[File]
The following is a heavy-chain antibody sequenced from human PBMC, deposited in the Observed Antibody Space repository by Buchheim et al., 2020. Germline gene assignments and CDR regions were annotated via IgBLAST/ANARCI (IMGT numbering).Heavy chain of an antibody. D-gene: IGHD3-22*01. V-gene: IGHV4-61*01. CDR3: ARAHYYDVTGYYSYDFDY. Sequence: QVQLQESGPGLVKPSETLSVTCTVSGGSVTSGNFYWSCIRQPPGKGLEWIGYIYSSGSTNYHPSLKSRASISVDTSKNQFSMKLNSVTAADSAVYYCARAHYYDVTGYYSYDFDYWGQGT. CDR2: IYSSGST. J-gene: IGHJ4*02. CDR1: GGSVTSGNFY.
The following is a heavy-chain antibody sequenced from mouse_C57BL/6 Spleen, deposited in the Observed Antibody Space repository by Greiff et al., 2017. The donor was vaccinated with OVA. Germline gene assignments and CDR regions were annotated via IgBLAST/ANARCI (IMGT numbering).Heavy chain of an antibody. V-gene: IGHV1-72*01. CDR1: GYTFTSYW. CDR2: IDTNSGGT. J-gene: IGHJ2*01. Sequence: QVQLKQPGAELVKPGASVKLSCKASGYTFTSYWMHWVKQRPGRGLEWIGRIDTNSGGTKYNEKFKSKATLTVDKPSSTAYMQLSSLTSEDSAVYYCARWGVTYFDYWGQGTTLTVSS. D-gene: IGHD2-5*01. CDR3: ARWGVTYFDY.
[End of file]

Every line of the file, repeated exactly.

The following is a heavy-chain antibody sequenced from human PBMC, deposited in the Observed Antibody Space repository by Buchheim et al., 2020. Germline gene assignments and CDR regions were annotated via IgBLAST/ANARCI (IMGT numbering).Heavy chain of an antibody. D-gene: IGHD3-22*01. V-gene: IGHV4-61*01. CDR3: ARAHYYDVTGYYSYDFDY. Sequence: QVQLQESGPGLVKPSETLSVTCTVSGGSVTSGNFYWSCIRQPPGKGLEWIGYIYSSGSTNYHPSLKSRASISVDTSKNQFSMKLNSVTAADSAVYYCARAHYYDVTGYYSYDFDYWGQGT. CDR2: IYSSGST. J-gene: IGHJ4*02. CDR1: GGSVTSGNFY.
The following is a heavy-chain antibody sequenced from mouse_C57BL/6 Spleen, deposited in the Observed Antibody Space repository by Greiff et al., 2017. The donor was vaccinated with OVA. Germline gene assignments and CDR regions were annotated via IgBLAST/ANARCI (IMGT numbering).Heavy chain of an antibody. V-gene: IGHV1-72*01. CDR1: GYTFTSYW. CDR2: IDTNSGGT. J-gene: IGHJ2*01. Sequence: QVQLKQPGAELVKPGASVKLSCKASGYTFTSYWMHWVKQRPGRGLEWIGRIDTNSGGTKYNEKFKSKATLTVDKPSSTAYMQLSSLTSEDSAVYYCARWGVTYFDYWGQGTTLTVSS. D-gene: IGHD2-5*01. CDR3: ARWGVTYFDY.